Whom Are We Training? Monks, Rabbis, Pastors or Preachers?
In Thomas of Marga’s Book of Governors, there is an amusing story (2:7-10) from the seventh century. Mar Isho-Yab III became Patriarch or Catholicos of the East in 650 A.D. and ruled for ten years. Before election to the Patriarchate he was a monk in the monastery of Beit-Abe in Persia . He was elected because of his learning, spirituality and character. He turned out also to be a strong leader.
When he was elected to be the Catholicos, he wanted to express his gratitude to the monastery which had shaped his spirituality and character. He firmly believed that the combination of spirituality and learning was the key to the renewal of the Church. He decided to show his gratitude to the monastery of Beit-Abe by building an academy or school just next to this own former cell in the monastery, and made his offer to the abbot and monks. The monks were not interested and refused the offer. The Catholicos, being all powerful, decided to go ahead with his decision, even if the monks disapproved. So he assembled workers and materials and began construction. It was important that the spiritual leadership of the church should have a good education, even if some stubborn monks did not perceive the necessity, he thought.
It was a large monastery. The monks gathered together, went to the Catholicos, and said to him, more or less as follows:
“We are monks. We want to pray, to meditate, even to read. But we want to do it on our own, in our cells. We don’t want to become school boys. If you want to build a school, go somewhere else. The whole of Persia is at your disposal. If, on the contrary, if you insist on building your school here, we shall all go away.”
The Catholicos, Isho-Yab, being a learned man, must have thought, what stubborn donkeys these monks are! They do not see the value of learning, nor understand the importance of a wedding between sanctity and scholarship. The only thing to do is to use my authority and frighten them into good sense. So musing, the Catholicos said to the good monks:
“So you are angry with me. Why? Because I tried to bring you the advantages of scholarship, and thus to bring honour to our monastery? Meditation and scholarship are both good, but they should go together. You don’t know these things. So I am going ahead with my plans for the school. I am Catholicos, and I have authority over all monasteries and convents. You cannot obstruct me. I say this to you in the name of the Lord.”
Well, monks are difficult people to impress. They would not give in. They simply left the monastery, as the Catholicos continued with the construction of the school. They did not think that what the Catholicos said was from the Lord. Neither, apparently, did the Lord think so. For the Lord appeared to the Catholicos in a vision and told him that he had made a big mistake. Promptly Isho-Yab desisted from building the school in Beit-Abe. He recalled the monks to their monastery and constructed his school elsewhere.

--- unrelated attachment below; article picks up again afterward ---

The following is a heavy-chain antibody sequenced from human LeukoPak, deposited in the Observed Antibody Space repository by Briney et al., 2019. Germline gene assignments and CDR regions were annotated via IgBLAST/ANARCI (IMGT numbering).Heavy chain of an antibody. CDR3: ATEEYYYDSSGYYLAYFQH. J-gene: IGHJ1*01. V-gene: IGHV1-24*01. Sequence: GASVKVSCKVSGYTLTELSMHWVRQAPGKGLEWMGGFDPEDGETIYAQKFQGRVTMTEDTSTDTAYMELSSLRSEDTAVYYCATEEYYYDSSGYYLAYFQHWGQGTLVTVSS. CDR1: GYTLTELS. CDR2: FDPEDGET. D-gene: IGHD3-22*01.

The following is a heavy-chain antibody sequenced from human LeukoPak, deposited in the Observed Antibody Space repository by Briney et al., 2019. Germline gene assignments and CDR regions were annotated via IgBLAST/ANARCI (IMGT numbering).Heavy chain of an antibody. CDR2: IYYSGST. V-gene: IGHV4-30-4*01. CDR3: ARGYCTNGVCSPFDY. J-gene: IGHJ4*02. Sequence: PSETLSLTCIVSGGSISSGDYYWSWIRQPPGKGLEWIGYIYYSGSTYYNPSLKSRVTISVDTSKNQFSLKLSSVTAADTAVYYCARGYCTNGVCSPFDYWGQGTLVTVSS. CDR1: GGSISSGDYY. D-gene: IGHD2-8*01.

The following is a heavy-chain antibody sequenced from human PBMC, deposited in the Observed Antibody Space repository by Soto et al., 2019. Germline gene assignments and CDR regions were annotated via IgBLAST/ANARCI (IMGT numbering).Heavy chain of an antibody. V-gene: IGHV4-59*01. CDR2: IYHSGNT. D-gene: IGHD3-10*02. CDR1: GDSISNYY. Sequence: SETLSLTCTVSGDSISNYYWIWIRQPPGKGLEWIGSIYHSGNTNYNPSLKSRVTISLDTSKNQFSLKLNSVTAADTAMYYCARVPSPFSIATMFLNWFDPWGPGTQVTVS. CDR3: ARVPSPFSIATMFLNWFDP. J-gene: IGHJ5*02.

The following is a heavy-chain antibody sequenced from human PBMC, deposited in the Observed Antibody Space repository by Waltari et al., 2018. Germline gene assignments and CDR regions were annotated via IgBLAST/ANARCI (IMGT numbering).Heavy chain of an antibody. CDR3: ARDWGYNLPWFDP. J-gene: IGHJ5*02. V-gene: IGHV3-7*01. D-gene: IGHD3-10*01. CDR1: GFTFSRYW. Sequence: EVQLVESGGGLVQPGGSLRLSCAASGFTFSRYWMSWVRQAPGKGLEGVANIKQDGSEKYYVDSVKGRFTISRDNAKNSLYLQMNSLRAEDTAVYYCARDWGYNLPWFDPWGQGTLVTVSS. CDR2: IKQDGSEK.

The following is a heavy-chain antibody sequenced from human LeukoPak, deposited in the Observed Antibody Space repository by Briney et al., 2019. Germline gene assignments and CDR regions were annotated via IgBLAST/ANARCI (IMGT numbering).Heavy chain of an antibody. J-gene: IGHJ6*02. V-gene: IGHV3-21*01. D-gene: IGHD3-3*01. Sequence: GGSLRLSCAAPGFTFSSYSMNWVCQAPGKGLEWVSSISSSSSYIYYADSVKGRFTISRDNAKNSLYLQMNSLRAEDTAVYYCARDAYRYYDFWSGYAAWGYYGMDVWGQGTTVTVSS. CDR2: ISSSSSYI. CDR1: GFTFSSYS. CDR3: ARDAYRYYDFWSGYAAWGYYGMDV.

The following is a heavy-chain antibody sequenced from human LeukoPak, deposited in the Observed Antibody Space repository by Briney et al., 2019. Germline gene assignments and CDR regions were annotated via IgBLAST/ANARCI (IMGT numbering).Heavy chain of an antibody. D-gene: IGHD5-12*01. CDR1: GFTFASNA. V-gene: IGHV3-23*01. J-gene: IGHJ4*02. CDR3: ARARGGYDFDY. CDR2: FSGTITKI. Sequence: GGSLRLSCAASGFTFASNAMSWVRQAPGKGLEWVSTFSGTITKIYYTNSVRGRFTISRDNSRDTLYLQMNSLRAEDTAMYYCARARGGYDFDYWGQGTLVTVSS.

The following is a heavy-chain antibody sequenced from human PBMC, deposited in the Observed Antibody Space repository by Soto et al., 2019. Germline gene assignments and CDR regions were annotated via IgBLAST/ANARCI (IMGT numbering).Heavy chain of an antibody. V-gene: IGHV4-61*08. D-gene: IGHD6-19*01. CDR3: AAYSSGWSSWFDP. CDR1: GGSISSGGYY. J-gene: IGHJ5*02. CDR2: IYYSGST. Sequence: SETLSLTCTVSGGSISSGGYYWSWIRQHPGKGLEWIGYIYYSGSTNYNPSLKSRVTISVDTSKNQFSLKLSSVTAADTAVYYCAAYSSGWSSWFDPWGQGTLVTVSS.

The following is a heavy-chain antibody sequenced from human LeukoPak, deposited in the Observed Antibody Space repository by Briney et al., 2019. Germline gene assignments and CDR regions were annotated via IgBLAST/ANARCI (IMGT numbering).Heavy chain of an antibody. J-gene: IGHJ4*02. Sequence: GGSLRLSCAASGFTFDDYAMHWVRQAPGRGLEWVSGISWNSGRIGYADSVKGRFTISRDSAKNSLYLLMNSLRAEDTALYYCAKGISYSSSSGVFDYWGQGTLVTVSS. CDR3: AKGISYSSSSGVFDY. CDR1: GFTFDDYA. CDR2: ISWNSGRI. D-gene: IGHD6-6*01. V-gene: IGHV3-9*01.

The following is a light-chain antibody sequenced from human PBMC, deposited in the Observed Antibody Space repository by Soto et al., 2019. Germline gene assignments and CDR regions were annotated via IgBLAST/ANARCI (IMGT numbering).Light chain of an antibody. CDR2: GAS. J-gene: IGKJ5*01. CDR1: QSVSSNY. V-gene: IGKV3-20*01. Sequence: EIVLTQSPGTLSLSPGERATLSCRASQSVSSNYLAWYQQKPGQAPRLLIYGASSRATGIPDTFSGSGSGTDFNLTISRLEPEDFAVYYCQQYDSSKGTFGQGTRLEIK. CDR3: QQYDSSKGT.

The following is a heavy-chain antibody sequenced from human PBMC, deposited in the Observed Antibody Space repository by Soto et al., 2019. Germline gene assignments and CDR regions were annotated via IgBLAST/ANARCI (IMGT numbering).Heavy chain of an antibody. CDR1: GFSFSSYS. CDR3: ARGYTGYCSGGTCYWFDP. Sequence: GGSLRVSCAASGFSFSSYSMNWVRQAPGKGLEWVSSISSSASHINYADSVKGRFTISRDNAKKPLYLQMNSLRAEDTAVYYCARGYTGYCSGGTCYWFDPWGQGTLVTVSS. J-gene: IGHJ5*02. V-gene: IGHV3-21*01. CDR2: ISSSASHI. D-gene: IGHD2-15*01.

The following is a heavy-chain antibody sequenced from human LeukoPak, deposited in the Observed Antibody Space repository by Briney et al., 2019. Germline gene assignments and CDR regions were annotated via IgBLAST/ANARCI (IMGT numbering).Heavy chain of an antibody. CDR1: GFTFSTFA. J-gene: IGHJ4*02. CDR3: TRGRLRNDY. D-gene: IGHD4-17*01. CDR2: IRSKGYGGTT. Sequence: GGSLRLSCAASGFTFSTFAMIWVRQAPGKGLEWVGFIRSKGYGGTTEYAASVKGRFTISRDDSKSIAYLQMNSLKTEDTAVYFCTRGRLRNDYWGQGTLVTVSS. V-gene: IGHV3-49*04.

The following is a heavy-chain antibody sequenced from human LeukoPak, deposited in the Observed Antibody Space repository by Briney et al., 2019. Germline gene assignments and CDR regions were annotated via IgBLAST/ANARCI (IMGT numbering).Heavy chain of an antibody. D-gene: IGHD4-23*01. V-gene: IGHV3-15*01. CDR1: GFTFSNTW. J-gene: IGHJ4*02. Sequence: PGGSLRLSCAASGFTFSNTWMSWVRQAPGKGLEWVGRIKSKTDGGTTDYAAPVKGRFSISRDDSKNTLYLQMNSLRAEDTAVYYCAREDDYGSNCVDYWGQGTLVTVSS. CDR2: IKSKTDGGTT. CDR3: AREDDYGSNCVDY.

The question before us today is: What would the Lord say to us today? Should we attempt the impossible in our theological colleges — the wedding between sanctity and scholarship? In fact, we need, it seems, to bring an unusual number of different functions together. Let us list them:
In our age of complex organization, if a priest is also not a good administrator, he would not be able to function well. We have to train our students in management and administration.
Preaching is coming back to its own. Our priests have to be trained as good preachers.
In the old days we could count on the family to do most of the religious education. But today the priest has to be a learned man, a scholar who speaks with authority, as well as a good educator.
People are facing new and complicated problems, and unless a pastor can deal with personal problems of his people with skill and understanding, he is not likely to be a good parish priest.
The distinctive characteristic of our time is the Church’s greater sense of responsibility for the whole of a pluralistic society. We need to give training to our prospective priests in economics and sociology as well as in psychology and pastoralia.
Of course, the priest has the high responsibility of offering up the sacrifice of the church and the prayers of the people. Spiritual and liturgical training is the essence of the life of the priest.
Living in India as we do, we have to become deeply rooted in the culture of our land, or we cannot be real leaders of our people. This means knowing something of our religious culture and philosophy – especially Hinduism, Islam, Buddhism, Sikhism, and Jainism.
Is it possible to put all these various requirements into any training programme for priests? And what we have listed are but the minimum requirements – without worrying about the specialized ministries within the social apostolate. We have not mentioned the urgent need to train good evangelists who can proclaim the Gospel of Jesus Christ with power, or training priests for social work, for the ministry of looking after the health of the people, and specialized ministries in the media, in factories, in business, and so on.